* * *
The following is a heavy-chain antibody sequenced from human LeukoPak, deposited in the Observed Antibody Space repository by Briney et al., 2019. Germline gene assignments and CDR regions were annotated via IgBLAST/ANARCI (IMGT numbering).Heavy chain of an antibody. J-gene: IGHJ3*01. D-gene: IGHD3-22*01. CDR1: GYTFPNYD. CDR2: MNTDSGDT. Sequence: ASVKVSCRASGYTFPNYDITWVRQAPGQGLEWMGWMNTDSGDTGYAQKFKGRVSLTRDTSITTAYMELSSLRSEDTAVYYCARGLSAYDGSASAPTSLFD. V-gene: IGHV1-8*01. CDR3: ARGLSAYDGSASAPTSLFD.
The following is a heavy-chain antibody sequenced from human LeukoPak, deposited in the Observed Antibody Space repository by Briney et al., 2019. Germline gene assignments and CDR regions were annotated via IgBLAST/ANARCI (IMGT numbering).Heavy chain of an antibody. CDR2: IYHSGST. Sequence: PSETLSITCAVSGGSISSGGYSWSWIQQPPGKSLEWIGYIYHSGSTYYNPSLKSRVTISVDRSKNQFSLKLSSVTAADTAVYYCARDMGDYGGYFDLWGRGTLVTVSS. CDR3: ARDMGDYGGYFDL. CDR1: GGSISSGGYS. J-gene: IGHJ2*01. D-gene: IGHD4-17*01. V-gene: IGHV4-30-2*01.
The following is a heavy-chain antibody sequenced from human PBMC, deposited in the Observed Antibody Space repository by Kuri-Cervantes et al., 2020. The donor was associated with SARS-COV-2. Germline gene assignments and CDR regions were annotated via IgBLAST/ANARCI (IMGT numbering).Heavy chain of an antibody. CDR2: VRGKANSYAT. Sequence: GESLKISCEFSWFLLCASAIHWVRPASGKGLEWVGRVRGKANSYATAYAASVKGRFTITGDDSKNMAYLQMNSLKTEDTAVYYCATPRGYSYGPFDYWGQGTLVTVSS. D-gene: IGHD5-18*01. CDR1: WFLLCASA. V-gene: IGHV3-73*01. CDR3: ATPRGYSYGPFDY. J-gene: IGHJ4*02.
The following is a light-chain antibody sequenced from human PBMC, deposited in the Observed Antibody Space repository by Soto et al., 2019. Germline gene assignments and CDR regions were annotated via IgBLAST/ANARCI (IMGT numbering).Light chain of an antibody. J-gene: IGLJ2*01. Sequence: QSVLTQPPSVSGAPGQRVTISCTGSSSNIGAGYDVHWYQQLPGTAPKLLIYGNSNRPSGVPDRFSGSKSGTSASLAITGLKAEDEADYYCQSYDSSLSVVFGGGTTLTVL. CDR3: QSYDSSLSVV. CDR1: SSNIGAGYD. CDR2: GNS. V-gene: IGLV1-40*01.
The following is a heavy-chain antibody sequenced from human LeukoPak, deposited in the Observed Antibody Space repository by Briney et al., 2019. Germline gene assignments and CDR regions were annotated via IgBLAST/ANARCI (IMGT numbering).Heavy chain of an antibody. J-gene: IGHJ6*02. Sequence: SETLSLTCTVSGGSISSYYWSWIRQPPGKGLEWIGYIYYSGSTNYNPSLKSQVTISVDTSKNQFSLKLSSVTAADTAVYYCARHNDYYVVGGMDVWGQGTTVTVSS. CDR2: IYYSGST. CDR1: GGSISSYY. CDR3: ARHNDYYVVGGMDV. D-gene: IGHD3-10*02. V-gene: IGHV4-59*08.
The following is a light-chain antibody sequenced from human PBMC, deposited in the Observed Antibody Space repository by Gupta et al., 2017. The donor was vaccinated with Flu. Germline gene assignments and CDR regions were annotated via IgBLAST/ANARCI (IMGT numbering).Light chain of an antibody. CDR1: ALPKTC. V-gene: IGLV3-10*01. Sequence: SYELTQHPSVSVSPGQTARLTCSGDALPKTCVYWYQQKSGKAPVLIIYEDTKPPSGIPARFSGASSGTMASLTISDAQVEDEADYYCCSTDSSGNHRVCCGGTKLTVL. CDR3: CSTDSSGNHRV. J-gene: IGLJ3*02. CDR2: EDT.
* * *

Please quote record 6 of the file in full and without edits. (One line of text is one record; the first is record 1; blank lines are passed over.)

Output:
The following is a light-chain antibody sequenced from human PBMC, deposited in the Observed Antibody Space repository by Gupta et al., 2017. The donor was vaccinated with Flu. Germline gene assignments and CDR regions were annotated via IgBLAST/ANARCI (IMGT numbering).Light chain of an antibody. CDR1: ALPKTC. V-gene: IGLV3-10*01. Sequence: SYELTQHPSVSVSPGQTARLTCSGDALPKTCVYWYQQKSGKAPVLIIYEDTKPPSGIPARFSGASSGTMASLTISDAQVEDEADYYCCSTDSSGNHRVCCGGTKLTVL. CDR3: CSTDSSGNHRV. J-gene: IGLJ3*02. CDR2: EDT.